More Disruption Keep MVPDs In Catbird Seat

  • by , Op-Ed Contributor, October 19, 2015

It is fascinating how television consumption patterns are becoming dangerously fragmented. According to Nielsen’s Q1 2015 Total Audience Report, 18-34 year olds spend nearly as much time using digital devices as they do watching TV. The television advertising and video subscription businesses have the most at stake.

The rise in TV Everywhere has created a false sense of hope for cord-cutters and cord-nevers: The idea that linear networks will band together to create slim bundle packages or direct-to-consumer offerings through a la carte deals is an absolutely disruptive concept. 

It is a logical first step, but not a long-term solution for anyone. 

Sure, viewers have never experienced this degree of choice in digital platforms and OTT content, but the distribution and content discovery challenges remain.  

At the forefront of this chaos are the multichannel video programming distributors (MVPDs), who have been maligned for either denying or completely ignoring the eventuality of cord-cutting and the emergence of cord-nevers, investing in lobbyists so they might cling to the regulatory and bundling models that are beginning to crumble. 

They’ve never encountered a business cycle whereby they weren’t organically increasing customer bases and channel capacity. Furthermore, the high-speed Internet services commonly sold in accordance with video programming TV bundles have labored furiously to keep up against rapidly increasing consumption. 

Meanwhile, net neutrality laws have protected streamers like Netflix, Hulu and YouTube from having to pay supplemental fees as drivers of heavy bandwidth consumption. 

The picture looks somewhat bleak, but the industry is nowhere near the event horizon that some of the critics of the current broadcasting and cable model are suggesting, for two reasons; access and speed.


Short of launching your personal satellite and/or laying some fiber in the backyard, the MVPDs still own the biggest data pipe into the household. They still benefit from first-mover status and market share that has evolved into Internet and voice.

Cable operators have been a primary conduit for television content and bandwidth to enter the majority of U.S. households. They benefit from a 35 to 40 year head start building customers and services. Yes, their infrastructure requires significant upgrades and investments, but they continue to be the fattest data pipe into the household.


The need for speed was fully realized at the turn of the century during the height of the ‘dot com’ boom, and was a tipping point for Web consumption. As high-speed modems grew in sales and use, there would be a symbiotic relationship between consumers, content creators and service providers that brought us to the present moment. 

Now, unless Google/Alphabet somehow gains FCC approval to roll out fiber nationally or some other disruptive phenomenon that would enable high speed access direct to your home, the MVPDs are sitting in the catbird seat. That is not to suggest that it will be easy for them, but high speed delivery into the household is their business to lose. 

The stakes are high, as is the opportunity and investment. Bets need to be placed. M&A will continue and subscription and advertising models will continue to evolve. 

The one constant is that video consumption and fragmentation will grow to the benefit of all TV consumers. And while MVPD’s ‘video subscription’ offerings may dip, revenues will be more than offset with the growth of bandwidth services. The bandwidth business should arguably generate better margins once infrastructure investments begin to yield returns.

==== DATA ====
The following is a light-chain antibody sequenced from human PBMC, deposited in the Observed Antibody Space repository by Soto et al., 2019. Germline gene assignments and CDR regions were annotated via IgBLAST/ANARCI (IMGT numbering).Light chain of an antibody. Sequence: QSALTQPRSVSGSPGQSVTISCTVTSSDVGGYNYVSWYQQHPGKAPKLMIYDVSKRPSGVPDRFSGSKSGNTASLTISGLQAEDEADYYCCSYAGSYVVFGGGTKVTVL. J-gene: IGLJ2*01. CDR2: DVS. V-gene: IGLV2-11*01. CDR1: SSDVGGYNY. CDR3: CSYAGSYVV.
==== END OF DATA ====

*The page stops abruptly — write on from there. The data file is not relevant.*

Subsequently the bundles and programming tiers will give way to more choice from a consortium of slimmer packages and direct-to-consumer offerings like Netflix, Hulu, Crackle, CBS All Access, HBO Go, etc. 

This unto itself becomes an a la carte pricing model that cable company lobbyists will have difficulty denying. Customers will benefit with more personalization, choices and touch points to consume his or her favorite content. But it's unlikely they will save any money. 

Sports is another huge wildcard but at the moment is the strongest asset preserving the pay bundle, but that is for another time.

Content maybe king, however distribution is vital and the last time I checked, the cable, telco and satellite providers have all the pipes directly into your home. There is too much great programming and too many ways to consume it for MVPDs to screw it up. The operators will just have to work a little harder to support and win your business, which should be good for all of us.

2 comments about "More Disruption Keep MVPDs In Catbird Seat".
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  1. Leonard Zachary from T___n__, October 19, 2015 at 4:24 p.m.

    Think about who controls the most ubiquitous mobile broadband pipes.....not GOOG, FB, Major TV Broadcasters or Cable Cos.....

  2. Timothy Ware from Tremor Video replied, October 21, 2015 at 7:17 p.m.

    Having recently observed a discussion amongst leading wireless carriers, the burden on mobile networks to keep up with the surging consumption is enormous based on current customer demands, and about all they can handle.  IMHO, mobile distribution for longer form home video consumption, at a scaleable solution is not a viable possiblity at this point in time or anytime in the near future, even with some additional spectrum and 4G, 5G, etc...  I'm sure there is innovation at some point that might change this, but not in the foreseeable future.  Apologies if I may be misinterpreting your comment but I think that's what you may be suggesting.

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